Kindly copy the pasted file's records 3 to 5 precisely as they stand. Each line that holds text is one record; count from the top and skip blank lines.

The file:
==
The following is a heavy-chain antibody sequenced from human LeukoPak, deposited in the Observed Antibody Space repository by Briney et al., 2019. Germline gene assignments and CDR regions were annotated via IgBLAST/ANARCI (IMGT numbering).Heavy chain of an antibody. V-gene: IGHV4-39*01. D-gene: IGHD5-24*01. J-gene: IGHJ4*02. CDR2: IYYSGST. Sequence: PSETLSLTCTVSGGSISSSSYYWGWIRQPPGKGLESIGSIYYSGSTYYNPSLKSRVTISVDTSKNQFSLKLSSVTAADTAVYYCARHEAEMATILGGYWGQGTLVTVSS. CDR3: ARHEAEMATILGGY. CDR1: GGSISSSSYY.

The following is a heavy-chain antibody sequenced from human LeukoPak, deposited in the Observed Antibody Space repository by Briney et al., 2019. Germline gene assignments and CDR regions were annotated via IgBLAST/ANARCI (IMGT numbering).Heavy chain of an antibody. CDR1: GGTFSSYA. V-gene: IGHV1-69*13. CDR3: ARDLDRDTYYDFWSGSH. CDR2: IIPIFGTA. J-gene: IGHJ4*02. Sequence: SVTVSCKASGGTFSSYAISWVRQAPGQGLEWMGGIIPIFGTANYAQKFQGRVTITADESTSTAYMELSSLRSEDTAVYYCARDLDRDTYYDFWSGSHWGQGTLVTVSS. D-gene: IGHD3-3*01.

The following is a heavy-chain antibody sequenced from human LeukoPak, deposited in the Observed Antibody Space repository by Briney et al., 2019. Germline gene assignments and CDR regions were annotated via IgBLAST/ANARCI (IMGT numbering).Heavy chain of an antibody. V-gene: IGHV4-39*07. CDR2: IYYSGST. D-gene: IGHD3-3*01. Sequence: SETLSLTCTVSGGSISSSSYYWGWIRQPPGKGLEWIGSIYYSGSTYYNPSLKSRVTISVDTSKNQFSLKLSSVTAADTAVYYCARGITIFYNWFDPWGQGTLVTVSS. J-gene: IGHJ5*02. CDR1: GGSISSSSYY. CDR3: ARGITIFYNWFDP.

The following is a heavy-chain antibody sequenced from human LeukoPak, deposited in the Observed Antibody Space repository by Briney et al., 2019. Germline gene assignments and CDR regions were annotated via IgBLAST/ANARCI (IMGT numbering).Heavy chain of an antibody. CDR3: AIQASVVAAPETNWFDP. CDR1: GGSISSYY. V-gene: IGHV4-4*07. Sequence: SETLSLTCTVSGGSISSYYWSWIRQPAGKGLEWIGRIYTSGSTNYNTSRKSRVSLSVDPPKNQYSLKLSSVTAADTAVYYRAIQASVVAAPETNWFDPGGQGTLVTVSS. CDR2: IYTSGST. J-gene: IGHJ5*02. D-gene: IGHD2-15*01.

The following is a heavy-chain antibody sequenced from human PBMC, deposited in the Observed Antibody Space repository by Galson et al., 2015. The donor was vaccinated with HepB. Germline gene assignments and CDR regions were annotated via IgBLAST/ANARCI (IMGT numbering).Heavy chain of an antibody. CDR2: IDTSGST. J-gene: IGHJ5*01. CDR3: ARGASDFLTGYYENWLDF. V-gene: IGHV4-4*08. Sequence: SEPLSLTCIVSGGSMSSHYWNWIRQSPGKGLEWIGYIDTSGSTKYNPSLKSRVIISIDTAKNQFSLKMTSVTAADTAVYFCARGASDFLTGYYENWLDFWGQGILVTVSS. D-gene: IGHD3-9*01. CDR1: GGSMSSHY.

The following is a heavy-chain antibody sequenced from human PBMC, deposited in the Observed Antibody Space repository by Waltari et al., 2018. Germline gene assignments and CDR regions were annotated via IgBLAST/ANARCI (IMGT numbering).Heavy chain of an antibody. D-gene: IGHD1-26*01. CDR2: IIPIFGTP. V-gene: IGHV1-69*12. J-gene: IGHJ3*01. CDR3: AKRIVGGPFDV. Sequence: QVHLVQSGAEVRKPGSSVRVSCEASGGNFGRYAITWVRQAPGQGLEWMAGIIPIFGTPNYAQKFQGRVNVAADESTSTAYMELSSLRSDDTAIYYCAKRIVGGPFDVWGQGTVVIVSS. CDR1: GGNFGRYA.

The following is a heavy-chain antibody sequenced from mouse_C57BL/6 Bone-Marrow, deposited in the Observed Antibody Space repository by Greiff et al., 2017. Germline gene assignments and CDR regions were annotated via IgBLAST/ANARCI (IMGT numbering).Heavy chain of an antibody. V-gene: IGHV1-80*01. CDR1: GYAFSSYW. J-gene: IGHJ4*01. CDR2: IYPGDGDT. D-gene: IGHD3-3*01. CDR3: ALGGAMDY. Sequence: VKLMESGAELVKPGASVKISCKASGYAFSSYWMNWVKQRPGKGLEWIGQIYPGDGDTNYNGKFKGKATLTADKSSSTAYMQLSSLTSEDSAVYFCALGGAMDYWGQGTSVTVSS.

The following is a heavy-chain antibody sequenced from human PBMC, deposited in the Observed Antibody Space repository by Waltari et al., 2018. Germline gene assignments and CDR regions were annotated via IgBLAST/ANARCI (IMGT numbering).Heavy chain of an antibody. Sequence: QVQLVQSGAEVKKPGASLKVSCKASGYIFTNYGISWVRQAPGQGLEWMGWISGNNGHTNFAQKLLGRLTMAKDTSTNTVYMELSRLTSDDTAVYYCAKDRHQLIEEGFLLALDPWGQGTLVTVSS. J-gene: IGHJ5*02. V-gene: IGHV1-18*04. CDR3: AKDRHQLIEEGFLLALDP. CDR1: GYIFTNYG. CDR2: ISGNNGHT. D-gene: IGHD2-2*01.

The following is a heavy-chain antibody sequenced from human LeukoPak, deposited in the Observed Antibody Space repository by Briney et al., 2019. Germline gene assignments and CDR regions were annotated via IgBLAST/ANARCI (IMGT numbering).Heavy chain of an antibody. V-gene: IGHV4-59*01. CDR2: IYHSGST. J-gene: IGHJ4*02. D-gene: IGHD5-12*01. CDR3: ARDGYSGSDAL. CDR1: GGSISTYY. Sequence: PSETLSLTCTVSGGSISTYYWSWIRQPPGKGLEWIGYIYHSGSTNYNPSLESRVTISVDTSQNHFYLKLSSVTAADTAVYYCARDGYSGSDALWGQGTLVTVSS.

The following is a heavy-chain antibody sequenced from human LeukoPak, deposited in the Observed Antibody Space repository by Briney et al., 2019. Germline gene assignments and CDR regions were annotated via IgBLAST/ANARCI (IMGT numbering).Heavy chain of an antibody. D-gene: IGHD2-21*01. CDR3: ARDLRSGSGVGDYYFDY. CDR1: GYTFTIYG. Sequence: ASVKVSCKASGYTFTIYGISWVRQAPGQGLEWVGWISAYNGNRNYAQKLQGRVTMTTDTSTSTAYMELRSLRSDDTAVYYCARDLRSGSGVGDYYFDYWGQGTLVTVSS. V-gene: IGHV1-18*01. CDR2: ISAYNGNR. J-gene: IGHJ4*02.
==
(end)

The following is a heavy-chain antibody sequenced from human LeukoPak, deposited in the Observed Antibody Space repository by Briney et al., 2019. Germline gene assignments and CDR regions were annotated via IgBLAST/ANARCI (IMGT numbering).Heavy chain of an antibody. V-gene: IGHV4-39*07. CDR2: IYYSGST. D-gene: IGHD3-3*01. Sequence: SETLSLTCTVSGGSISSSSYYWGWIRQPPGKGLEWIGSIYYSGSTYYNPSLKSRVTISVDTSKNQFSLKLSSVTAADTAVYYCARGITIFYNWFDPWGQGTLVTVSS. J-gene: IGHJ5*02. CDR1: GGSISSSSYY. CDR3: ARGITIFYNWFDP.

The following is a heavy-chain antibody sequenced from human LeukoPak, deposited in the Observed Antibody Space repository by Briney et al., 2019. Germline gene assignments and CDR regions were annotated via IgBLAST/ANARCI (IMGT numbering).Heavy chain of an antibody. CDR3: AIQASVVAAPETNWFDP. CDR1: GGSISSYY. V-gene: IGHV4-4*07. Sequence: SETLSLTCTVSGGSISSYYWSWIRQPAGKGLEWIGRIYTSGSTNYNTSRKSRVSLSVDPPKNQYSLKLSSVTAADTAVYYRAIQASVVAAPETNWFDPGGQGTLVTVSS. CDR2: IYTSGST. J-gene: IGHJ5*02. D-gene: IGHD2-15*01.

The following is a heavy-chain antibody sequenced from human PBMC, deposited in the Observed Antibody Space repository by Galson et al., 2015. The donor was vaccinated with HepB. Germline gene assignments and CDR regions were annotated via IgBLAST/ANARCI (IMGT numbering).Heavy chain of an antibody. CDR2: IDTSGST. J-gene: IGHJ5*01. CDR3: ARGASDFLTGYYENWLDF. V-gene: IGHV4-4*08. Sequence: SEPLSLTCIVSGGSMSSHYWNWIRQSPGKGLEWIGYIDTSGSTKYNPSLKSRVIISIDTAKNQFSLKMTSVTAADTAVYFCARGASDFLTGYYENWLDFWGQGILVTVSS. D-gene: IGHD3-9*01. CDR1: GGSMSSHY.